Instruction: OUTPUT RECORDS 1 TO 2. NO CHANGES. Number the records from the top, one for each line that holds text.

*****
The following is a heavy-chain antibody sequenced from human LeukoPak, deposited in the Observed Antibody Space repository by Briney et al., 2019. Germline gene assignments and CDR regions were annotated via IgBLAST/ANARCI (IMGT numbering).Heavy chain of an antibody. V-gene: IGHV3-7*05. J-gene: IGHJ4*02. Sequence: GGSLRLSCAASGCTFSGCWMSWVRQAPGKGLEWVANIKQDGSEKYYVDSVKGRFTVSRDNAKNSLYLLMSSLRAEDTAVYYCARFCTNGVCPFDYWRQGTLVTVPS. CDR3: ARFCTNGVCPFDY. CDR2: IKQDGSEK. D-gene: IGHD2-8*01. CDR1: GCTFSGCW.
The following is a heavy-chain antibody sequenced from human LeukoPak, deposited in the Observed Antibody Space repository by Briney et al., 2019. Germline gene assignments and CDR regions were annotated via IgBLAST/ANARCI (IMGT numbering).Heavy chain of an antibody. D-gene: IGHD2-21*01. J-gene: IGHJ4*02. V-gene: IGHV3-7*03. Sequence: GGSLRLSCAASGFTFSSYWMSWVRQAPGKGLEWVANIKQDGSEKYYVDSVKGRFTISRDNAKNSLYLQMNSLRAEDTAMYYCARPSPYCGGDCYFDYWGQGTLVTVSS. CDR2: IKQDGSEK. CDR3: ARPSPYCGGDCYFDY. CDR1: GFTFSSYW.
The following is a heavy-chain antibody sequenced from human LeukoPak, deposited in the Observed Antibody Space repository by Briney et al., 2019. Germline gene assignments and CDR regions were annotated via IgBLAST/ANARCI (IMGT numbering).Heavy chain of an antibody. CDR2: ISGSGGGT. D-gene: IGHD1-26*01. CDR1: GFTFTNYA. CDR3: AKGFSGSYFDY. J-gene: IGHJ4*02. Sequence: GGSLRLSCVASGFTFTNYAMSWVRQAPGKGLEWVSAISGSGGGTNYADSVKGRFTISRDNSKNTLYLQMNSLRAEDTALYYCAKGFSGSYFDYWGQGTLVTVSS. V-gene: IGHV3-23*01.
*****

The following is a heavy-chain antibody sequenced from human LeukoPak, deposited in the Observed Antibody Space repository by Briney et al., 2019. Germline gene assignments and CDR regions were annotated via IgBLAST/ANARCI (IMGT numbering).Heavy chain of an antibody. V-gene: IGHV3-7*05. J-gene: IGHJ4*02. Sequence: GGSLRLSCAASGCTFSGCWMSWVRQAPGKGLEWVANIKQDGSEKYYVDSVKGRFTVSRDNAKNSLYLLMSSLRAEDTAVYYCARFCTNGVCPFDYWRQGTLVTVPS. CDR3: ARFCTNGVCPFDY. CDR2: IKQDGSEK. D-gene: IGHD2-8*01. CDR1: GCTFSGCW.
The following is a heavy-chain antibody sequenced from human LeukoPak, deposited in the Observed Antibody Space repository by Briney et al., 2019. Germline gene assignments and CDR regions were annotated via IgBLAST/ANARCI (IMGT numbering).Heavy chain of an antibody. D-gene: IGHD2-21*01. J-gene: IGHJ4*02. V-gene: IGHV3-7*03. Sequence: GGSLRLSCAASGFTFSSYWMSWVRQAPGKGLEWVANIKQDGSEKYYVDSVKGRFTISRDNAKNSLYLQMNSLRAEDTAMYYCARPSPYCGGDCYFDYWGQGTLVTVSS. CDR2: IKQDGSEK. CDR3: ARPSPYCGGDCYFDY. CDR1: GFTFSSYW.